The week in classical: The Dead City; Black Angels; Re:sound – review

This week saw the much-anticipated premiere of The Dead City, a new opera by Anilese Miskimmon, at the ENO Coliseum in London. The production was part of the Manchester Collective's ‘Voices of our Cities' season, and featured music composed by George Crumb.

The story follows a group of survivors in a post-apocalyptic world, dealing with the fallout of a war that has left the world in ruins. The production was a powerful and moving exploration of the human cost of conflict, and the music was a perfect accompaniment to the story, with haunting and ethereal melodies.

Also this week, the Kings Place hosted a performance of Black Angels, a work for string quartet by George Crumb. The piece was performed by the BBC Concert Orchestra, and was an exploration of the spiritual and emotional depths of the human experience. The music was full of emotion, and the performance was a captivating journey through the shadows and light of human experience.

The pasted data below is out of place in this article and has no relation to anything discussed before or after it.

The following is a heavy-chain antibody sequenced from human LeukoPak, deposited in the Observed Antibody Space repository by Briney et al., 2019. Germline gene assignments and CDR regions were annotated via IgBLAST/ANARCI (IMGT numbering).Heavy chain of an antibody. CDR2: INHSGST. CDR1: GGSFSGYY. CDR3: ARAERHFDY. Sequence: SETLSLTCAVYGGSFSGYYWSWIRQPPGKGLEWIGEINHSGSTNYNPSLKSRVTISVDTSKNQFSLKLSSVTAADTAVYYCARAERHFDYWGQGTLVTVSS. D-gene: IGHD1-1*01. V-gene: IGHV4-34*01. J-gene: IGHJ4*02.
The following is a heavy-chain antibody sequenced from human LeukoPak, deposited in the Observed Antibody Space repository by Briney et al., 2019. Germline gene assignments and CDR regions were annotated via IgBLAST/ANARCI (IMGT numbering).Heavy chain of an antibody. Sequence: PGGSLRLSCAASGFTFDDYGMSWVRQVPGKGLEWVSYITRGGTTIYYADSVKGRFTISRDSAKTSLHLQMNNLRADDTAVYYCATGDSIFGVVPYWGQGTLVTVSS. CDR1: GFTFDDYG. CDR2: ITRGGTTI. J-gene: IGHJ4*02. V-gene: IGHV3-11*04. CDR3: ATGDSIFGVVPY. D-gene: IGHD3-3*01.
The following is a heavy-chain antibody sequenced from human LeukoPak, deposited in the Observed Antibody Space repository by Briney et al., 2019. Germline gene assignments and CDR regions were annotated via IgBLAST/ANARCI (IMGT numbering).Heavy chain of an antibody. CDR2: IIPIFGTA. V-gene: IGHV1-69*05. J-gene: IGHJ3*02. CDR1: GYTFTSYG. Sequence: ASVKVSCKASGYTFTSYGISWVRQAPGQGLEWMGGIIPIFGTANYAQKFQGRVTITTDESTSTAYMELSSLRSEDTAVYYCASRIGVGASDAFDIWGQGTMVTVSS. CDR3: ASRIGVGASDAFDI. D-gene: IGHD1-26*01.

Finally, Re:sound – Voices of Our Cities, a project from Streetwise Opera, was held at the Royal Festival Hall. The event was an exploration of the stories of homeless people, and featured music composed by the participants. It was a powerful and moving experience, and the music was both engaging and powerful.

Overall, this week was a powerful reminder of the power of music and art to bring together people of all backgrounds, and to explore the depths of the human experience. It was a reminder that we are all connected, and that stories of loss, conflict, and struggle are universal.